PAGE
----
A return to the manifest justice principle: a critical examination of the "reasonable suspicion/apprehension of bias" and "real possibility of bias" tests for judicial bias in South Africa and England

08 October 2009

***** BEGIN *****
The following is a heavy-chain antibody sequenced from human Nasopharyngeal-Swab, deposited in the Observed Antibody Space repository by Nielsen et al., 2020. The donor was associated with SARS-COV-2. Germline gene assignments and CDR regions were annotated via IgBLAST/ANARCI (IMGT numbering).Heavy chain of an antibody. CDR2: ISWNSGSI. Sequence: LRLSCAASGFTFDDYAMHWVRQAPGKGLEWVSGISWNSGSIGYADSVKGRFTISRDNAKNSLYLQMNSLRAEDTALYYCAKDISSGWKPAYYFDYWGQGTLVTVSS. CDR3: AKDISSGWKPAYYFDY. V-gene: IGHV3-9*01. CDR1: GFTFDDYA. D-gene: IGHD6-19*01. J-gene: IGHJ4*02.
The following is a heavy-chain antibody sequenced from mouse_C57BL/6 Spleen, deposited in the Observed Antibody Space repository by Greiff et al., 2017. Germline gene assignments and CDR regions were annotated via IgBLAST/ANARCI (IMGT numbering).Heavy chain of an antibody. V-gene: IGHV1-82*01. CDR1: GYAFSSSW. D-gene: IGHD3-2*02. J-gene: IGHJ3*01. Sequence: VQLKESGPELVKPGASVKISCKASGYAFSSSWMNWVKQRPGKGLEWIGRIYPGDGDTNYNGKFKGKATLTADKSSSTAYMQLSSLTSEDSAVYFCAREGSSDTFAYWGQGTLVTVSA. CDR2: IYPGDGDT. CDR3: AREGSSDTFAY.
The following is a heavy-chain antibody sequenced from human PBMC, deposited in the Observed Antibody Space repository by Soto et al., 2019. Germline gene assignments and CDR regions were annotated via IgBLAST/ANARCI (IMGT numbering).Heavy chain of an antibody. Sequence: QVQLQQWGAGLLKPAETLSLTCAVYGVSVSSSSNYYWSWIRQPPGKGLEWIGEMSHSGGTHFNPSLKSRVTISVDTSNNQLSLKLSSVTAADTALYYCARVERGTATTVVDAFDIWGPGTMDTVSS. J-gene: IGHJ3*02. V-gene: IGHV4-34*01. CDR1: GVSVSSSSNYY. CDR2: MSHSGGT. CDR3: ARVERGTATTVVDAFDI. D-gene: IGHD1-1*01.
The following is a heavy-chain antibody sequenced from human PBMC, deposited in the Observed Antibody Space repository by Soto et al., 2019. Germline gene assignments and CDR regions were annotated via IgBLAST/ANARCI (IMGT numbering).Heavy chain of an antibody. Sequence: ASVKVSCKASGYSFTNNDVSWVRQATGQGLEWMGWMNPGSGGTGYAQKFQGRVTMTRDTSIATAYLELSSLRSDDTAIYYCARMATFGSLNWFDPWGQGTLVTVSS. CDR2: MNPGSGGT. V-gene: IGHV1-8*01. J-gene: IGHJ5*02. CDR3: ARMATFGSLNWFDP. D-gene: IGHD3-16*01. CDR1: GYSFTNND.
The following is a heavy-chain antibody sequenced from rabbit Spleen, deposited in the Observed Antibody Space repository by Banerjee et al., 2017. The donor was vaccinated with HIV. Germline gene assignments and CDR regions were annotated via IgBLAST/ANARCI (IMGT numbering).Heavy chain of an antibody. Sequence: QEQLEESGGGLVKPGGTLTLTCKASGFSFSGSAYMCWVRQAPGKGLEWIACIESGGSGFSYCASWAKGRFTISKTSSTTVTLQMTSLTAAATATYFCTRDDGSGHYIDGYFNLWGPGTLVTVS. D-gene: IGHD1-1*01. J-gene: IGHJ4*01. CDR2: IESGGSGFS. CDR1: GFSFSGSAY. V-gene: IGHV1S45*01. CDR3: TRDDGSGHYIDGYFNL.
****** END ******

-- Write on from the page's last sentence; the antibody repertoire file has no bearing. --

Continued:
The impartiality of judges often expressed in the Latin maxim nemo iudex in propria causa interpreted to mean that no man should be a judge in his own cause together with the right of fair hearing make up the right to natural justice. This principle is recognized by a number of provisions of the Constitution of the Republic of South Africa, 1996. Section 165 (4) provides that the organs of state shall through legislative and other measures assist and protect the courts to ensure their independence, impartiality, dignity, accessibility and effectiveness. Furthermore, section 34 of the same Constitution provides that everyone has the right to have any dispute resolved by the application of law by a court or, where appropriate another independent and impartial tribunal or forum. Article 6(1) of the European Convention of Human Rights and Fundamental Freedoms 1950 as incorporated in the Human Rights Act 1988, applicable in England since 2000 provides that: "In the determination of his civil rights and obligations … everyone is entitled to a fair hearing … by an independent and impartial tribunal established by law." The independence of courts and impartiality of judges are closely related in that they operate to sustain public confidence in the administration of justice. This article advocates a return to the use of the manifest justice principle enshrined as the proper context for the application of the tests of "reasonable apprehension of bias" adopted by South African courts and "real possibility of bias" adopted by English courts in the consideration of allegation of apparent bias. This paper argues that the tests are different and that while the English test is a move of English courts from the real danger/likelihood test in consonance with an overwhelming global jurisprudence the South African test is a move away from this global jurisprudence and arguably back to the real danger/likelihood test. This paper also argues that the reasonable apprehension test as applied by the minority in SACCAWU v Irvin & Johnson Ltd (Seafoods Division Fish Processing) is a more acceptable interpretation of the reasonable apprehension test than the test laid down in President of the Republic of South Africa v South Africa Rugby Football Union (2) and its interpretation by the majority in SACCAWU v Irvin & Johnson Ltd (Seafoods Division Fish Processing). More importantly there is an examination of cases where the tests have been applied which hopefully shows that there are considerable problems and inconsistency in their application and argue that the manifest justice principle provides the proper context for the tests to be properly applied.